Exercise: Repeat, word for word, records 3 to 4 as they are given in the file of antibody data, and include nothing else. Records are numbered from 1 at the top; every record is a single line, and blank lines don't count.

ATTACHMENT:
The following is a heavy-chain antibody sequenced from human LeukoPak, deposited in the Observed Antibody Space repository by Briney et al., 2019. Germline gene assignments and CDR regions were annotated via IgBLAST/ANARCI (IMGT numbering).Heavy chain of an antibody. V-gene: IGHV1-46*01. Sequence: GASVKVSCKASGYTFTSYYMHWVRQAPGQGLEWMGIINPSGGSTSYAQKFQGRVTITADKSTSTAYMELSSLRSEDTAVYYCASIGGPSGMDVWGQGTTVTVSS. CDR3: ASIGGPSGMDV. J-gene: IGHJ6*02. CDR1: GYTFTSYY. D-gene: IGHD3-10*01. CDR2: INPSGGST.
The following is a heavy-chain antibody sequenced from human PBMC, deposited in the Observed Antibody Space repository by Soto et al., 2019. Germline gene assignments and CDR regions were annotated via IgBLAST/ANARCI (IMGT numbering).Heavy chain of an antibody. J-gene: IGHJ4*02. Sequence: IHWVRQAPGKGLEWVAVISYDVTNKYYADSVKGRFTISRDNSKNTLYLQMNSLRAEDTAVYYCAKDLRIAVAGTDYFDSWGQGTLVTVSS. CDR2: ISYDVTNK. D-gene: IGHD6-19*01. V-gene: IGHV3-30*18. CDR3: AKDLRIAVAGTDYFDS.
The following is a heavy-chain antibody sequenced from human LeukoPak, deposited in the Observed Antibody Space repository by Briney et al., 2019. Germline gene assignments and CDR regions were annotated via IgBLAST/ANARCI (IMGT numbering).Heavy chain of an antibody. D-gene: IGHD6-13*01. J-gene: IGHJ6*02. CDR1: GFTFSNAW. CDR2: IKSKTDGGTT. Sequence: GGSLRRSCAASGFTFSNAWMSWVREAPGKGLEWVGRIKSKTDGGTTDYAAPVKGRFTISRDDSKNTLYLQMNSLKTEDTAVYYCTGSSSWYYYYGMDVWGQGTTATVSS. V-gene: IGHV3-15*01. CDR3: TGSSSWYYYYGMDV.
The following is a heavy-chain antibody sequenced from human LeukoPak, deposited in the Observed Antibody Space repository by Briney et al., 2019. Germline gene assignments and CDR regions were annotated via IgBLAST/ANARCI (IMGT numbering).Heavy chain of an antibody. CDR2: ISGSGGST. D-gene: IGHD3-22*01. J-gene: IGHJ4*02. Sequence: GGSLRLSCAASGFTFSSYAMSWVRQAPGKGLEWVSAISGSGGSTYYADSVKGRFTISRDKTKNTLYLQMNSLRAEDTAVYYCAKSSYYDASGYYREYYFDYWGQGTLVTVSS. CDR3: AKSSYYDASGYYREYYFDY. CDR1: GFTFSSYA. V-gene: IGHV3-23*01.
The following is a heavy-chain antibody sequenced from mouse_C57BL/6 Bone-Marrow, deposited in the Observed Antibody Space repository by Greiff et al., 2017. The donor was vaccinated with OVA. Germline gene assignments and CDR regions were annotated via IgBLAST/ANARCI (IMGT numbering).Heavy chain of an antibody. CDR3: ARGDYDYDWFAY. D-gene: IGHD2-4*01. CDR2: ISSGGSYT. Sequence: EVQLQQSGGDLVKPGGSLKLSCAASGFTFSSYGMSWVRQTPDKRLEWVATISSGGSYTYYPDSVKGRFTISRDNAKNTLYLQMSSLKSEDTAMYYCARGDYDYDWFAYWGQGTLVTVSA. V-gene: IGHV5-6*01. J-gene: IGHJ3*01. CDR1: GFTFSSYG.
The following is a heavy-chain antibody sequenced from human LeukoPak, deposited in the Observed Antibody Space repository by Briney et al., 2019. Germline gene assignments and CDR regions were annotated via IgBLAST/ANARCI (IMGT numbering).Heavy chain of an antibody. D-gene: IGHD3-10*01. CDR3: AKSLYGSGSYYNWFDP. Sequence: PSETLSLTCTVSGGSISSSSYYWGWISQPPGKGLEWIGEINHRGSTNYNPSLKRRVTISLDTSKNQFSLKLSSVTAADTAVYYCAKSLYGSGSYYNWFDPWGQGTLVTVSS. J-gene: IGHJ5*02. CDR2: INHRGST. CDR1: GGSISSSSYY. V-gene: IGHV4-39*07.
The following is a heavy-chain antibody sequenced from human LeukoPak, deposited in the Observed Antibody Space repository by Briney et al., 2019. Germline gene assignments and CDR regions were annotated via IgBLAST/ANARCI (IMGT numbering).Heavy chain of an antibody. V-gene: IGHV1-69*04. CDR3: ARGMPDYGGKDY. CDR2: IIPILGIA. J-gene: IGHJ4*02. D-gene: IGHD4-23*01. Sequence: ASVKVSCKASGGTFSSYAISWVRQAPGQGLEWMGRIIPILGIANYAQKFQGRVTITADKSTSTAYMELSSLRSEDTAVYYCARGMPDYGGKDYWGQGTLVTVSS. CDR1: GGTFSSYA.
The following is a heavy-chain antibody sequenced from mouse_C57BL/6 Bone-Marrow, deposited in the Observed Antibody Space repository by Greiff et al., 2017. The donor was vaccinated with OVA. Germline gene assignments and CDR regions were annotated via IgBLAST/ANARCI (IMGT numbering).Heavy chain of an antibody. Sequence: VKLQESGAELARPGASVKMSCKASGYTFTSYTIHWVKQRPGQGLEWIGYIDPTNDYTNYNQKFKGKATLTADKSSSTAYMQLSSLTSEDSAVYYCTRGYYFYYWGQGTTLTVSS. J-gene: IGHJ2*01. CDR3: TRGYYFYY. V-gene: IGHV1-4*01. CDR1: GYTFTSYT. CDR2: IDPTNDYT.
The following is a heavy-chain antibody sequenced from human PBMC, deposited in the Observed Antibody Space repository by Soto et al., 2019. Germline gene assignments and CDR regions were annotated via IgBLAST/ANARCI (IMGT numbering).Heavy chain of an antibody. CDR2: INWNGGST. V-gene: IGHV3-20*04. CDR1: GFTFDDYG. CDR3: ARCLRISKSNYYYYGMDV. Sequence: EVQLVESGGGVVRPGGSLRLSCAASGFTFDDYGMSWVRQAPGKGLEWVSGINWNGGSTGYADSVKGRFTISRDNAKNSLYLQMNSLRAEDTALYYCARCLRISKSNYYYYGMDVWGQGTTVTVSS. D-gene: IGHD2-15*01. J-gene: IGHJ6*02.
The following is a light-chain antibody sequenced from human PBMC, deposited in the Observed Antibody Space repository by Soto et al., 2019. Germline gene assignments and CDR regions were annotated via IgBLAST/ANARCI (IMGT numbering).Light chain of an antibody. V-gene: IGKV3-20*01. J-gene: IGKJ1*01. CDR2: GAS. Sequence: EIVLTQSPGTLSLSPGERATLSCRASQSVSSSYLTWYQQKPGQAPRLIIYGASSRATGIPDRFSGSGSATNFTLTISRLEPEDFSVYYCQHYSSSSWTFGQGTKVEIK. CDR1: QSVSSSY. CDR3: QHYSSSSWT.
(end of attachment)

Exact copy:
The following is a heavy-chain antibody sequenced from human LeukoPak, deposited in the Observed Antibody Space repository by Briney et al., 2019. Germline gene assignments and CDR regions were annotated via IgBLAST/ANARCI (IMGT numbering).Heavy chain of an antibody. D-gene: IGHD6-13*01. J-gene: IGHJ6*02. CDR1: GFTFSNAW. CDR2: IKSKTDGGTT. Sequence: GGSLRRSCAASGFTFSNAWMSWVREAPGKGLEWVGRIKSKTDGGTTDYAAPVKGRFTISRDDSKNTLYLQMNSLKTEDTAVYYCTGSSSWYYYYGMDVWGQGTTATVSS. V-gene: IGHV3-15*01. CDR3: TGSSSWYYYYGMDV.
The following is a heavy-chain antibody sequenced from human LeukoPak, deposited in the Observed Antibody Space repository by Briney et al., 2019. Germline gene assignments and CDR regions were annotated via IgBLAST/ANARCI (IMGT numbering).Heavy chain of an antibody. CDR2: ISGSGGST. D-gene: IGHD3-22*01. J-gene: IGHJ4*02. Sequence: GGSLRLSCAASGFTFSSYAMSWVRQAPGKGLEWVSAISGSGGSTYYADSVKGRFTISRDKTKNTLYLQMNSLRAEDTAVYYCAKSSYYDASGYYREYYFDYWGQGTLVTVSS. CDR3: AKSSYYDASGYYREYYFDY. CDR1: GFTFSSYA. V-gene: IGHV3-23*01.